Below is the transcript of the amazing interchange yesterday between State Department spokesperson Victoria Nuland and AP's Matt Lee, among other reporters at the daily briefing. The reporters have had it with the emperor's new clothes.
Matt Lee points out repeatedly how the United States has isolated itself from world opinion on the UNESCO vote, damaging our standing. The claim that the vote upsets the peace process is bull, Lee says; all the UNESCO vote does is "it upsets Israel." And a nettled Nuland accuses him of engaging in "a polemic."
Also note the back-and-forth about intellectual property conventions. The Palestinians are now certain to gain membership in the World Intellectual Property Organization, or WIPO, another UN body.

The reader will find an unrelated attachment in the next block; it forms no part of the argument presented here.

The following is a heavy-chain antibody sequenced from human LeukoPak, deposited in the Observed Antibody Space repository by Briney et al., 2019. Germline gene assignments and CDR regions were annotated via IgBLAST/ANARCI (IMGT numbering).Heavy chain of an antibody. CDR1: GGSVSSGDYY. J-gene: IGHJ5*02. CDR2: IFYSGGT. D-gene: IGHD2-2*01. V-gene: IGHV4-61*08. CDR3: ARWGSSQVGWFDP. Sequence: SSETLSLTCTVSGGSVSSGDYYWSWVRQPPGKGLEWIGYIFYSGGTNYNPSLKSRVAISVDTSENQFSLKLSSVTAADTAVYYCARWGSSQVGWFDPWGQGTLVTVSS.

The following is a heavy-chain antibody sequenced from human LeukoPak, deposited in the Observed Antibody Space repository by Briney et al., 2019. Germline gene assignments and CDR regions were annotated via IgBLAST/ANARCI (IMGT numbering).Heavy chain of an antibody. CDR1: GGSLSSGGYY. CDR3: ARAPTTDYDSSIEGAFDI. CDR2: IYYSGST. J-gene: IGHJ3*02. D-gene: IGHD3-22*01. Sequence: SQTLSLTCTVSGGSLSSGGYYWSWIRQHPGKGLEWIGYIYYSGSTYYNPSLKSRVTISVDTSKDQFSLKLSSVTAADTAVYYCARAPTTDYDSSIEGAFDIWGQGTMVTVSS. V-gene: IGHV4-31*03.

When the U.S. deals itself out of UNESCO, the interests of American multinational corps are hurt. As Lee comments, "I used to think that this government, my government, had some intellect itself, but this just seems ridiculous."
Finally, note the exchange over the Madrid process, which began 20 years ago and has only resulted, a questioner says, in Palestinian land being gobbled up. What does the U.S. have to show for the peace process? At the end Nuland says fretfully, "Moving on, please!"
Matt Lee: All right. So, this was not particularly a banner day for U.S. diplomacy. If you count the abstentions, you had -- 159 countries did not vote the way you did. Only 13 did. That would seem to suggest that these countries don’t agree with you that this is such a big problem. Those countries included the French – France. They included numerous members of the Security Council. What happens to them now that you’re punishing UNESCO? What happens to these countries that voted to, in this regrettable way that is going to undermine the peace process?